Friday, February 13 ~ Fifth Week in Ordinary Time

 

Holy Gospel: Mark 7:31-37 Jesus left the district of Tyre and went by way of Sidon to the Sea of Galilee, into the district of the Decapolis.  And people brought to him a deaf man who had a speech impediment and begged him to lay his hand on him. He took him off by himself away from the crowd.  He put his finger into the man’s ears and, spitting, touched his tongue; then he looked up to heaven and groaned, and said to him, “Ephphatha!” (that is, “Be opened!”) and immediately the man’s ears were opened, his speech impediment was removed, and he spoke plainly.  He ordered them not to tell anyone. But the more he ordered them not to, the more they proclaimed it. They were exceedingly astonished and they said, “He has done all things well. He makes the deaf hear and the mute speak.”

 

Meditation: No problem or burden was ever too much for Jesus’ careful consideration. The Lord treats each of us with kindness and compassion and he calls us to treat one another in like kind. The Holy Spirit who dwells within us enables us to love as Jesus loves. Pope Saint Gregory the Great commented on this miracle: “The Spirit is called the finger of God. When the Lord puts his fingers into the ears of the deaf mute, he was opening the soul of man to faith through the gifts of the Holy Spirit.”

 

Prayer: Keep your family safe, O Lord, with unfailing care, that, relying solely on the hope of heavenly grace, they may be defended always by your protection. Through our Lord Jesus Christ, your Son, who lives and reigns with you in the unity of the Holy Spirit, one God, for ever and ever. Amen.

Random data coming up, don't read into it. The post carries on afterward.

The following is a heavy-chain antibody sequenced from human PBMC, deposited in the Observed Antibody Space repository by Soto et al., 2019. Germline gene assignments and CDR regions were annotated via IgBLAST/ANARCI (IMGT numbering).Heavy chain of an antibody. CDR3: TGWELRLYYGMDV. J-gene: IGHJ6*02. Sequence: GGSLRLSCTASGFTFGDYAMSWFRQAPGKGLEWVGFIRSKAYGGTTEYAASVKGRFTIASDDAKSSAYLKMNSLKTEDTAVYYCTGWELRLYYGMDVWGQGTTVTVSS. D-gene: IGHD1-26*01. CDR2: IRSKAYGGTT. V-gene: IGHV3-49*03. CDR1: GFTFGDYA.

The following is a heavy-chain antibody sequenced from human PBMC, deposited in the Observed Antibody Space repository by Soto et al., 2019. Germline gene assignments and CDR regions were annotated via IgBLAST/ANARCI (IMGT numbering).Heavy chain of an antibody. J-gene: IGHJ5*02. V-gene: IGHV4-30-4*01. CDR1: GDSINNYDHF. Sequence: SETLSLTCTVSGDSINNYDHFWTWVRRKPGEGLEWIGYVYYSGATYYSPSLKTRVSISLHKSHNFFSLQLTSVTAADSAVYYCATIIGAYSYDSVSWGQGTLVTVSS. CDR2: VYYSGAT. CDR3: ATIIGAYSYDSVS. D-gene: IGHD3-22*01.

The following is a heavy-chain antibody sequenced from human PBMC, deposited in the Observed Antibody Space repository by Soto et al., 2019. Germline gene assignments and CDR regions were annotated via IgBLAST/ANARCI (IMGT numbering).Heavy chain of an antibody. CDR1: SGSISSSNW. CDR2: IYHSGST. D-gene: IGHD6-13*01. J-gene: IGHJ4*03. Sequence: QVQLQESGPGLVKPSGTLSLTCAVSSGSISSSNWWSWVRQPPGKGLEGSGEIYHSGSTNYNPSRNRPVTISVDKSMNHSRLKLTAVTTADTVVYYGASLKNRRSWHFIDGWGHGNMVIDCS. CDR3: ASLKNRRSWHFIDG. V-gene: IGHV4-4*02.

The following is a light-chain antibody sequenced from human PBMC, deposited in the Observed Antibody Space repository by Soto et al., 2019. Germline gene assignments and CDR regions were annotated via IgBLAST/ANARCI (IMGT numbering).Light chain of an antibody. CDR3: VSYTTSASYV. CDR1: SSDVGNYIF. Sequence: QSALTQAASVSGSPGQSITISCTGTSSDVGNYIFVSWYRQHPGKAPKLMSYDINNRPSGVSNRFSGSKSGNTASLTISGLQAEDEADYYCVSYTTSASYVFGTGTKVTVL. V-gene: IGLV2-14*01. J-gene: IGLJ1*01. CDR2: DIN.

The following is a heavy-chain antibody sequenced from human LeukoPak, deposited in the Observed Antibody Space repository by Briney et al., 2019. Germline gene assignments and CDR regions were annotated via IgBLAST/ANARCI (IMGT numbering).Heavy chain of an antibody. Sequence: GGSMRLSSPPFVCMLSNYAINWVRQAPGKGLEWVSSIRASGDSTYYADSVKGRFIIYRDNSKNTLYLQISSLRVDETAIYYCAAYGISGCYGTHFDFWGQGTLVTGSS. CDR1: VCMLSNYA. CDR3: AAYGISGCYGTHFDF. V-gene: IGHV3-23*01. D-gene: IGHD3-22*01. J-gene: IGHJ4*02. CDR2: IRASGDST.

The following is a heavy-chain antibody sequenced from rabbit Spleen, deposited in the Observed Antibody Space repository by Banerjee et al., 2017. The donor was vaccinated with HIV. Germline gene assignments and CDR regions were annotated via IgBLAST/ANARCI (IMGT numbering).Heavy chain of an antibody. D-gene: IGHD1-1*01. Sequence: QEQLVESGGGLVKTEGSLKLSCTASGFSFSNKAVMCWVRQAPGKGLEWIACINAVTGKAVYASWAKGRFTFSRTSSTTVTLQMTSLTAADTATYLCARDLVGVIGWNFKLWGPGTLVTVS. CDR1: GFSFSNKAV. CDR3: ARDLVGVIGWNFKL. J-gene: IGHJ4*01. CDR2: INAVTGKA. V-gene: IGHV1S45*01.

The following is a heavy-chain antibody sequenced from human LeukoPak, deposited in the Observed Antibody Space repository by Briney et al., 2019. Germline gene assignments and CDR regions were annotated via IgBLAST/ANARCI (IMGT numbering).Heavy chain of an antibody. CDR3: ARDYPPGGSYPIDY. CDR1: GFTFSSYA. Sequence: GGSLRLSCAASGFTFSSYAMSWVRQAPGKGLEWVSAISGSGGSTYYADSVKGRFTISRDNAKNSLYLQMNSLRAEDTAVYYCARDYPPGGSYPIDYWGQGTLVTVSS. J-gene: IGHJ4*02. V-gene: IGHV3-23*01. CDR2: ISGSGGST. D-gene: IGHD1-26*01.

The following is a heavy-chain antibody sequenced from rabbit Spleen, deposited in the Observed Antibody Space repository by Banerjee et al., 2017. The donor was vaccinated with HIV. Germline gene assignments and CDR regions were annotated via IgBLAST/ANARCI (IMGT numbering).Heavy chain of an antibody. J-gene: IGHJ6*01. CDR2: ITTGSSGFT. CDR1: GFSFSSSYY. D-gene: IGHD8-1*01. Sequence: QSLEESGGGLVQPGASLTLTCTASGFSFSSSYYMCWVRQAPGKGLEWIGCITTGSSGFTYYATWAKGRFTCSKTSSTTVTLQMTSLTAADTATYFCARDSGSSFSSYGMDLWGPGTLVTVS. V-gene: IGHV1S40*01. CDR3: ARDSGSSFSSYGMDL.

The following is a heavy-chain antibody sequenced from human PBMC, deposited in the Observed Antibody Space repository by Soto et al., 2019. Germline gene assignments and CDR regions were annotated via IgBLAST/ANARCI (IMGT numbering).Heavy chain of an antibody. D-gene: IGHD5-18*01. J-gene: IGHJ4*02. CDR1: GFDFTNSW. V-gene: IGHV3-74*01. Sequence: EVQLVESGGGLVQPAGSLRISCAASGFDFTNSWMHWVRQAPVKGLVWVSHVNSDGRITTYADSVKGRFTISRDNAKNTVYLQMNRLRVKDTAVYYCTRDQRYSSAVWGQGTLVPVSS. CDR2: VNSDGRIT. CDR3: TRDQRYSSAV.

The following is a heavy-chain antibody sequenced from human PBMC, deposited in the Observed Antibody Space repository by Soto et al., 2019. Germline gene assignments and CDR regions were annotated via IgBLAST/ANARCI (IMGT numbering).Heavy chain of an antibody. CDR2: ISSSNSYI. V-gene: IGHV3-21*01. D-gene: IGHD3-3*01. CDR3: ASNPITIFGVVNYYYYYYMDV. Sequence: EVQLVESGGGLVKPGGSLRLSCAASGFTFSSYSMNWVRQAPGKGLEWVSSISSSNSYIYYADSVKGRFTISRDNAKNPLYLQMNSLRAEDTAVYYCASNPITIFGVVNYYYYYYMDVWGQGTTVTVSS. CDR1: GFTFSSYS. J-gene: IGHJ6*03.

Contemplation: Jesus never turned anyone aside who approached him with sincerity and trust. He demonstrated both the beauty and goodness of God in his actions. When Jesus approaches a man who is both deaf and who stutters, Jesus shows his compassion by taking him aside privately. Jesus then puts his fingers into the deaf man’s ears and he touches the man’s tongue with his own spittle to physically identify with this man’s infirmity and to awaken faith in him. With a word of command the poor man’s ears were opened, his tongue was released, and he spoke plainly. How do you expect the Lord to treat you, when you ask for his help? Do you approach him cynically and with doubt, or with awe, wonder, faith and confidence?  Perhaps some relationship building would be useful during Lent?  Something to think about and act upon – Lent begins in five days, folks!

 

Scripture passages (NAB translation) courtesy of the U.S. Conference of Catholic Bishops;

prayers are from The Roman Missal, Catholic Book Publishing, 2011;

information about saints, solemnities, feasts and memorials courtesy of the Catholic Culture web site.

 

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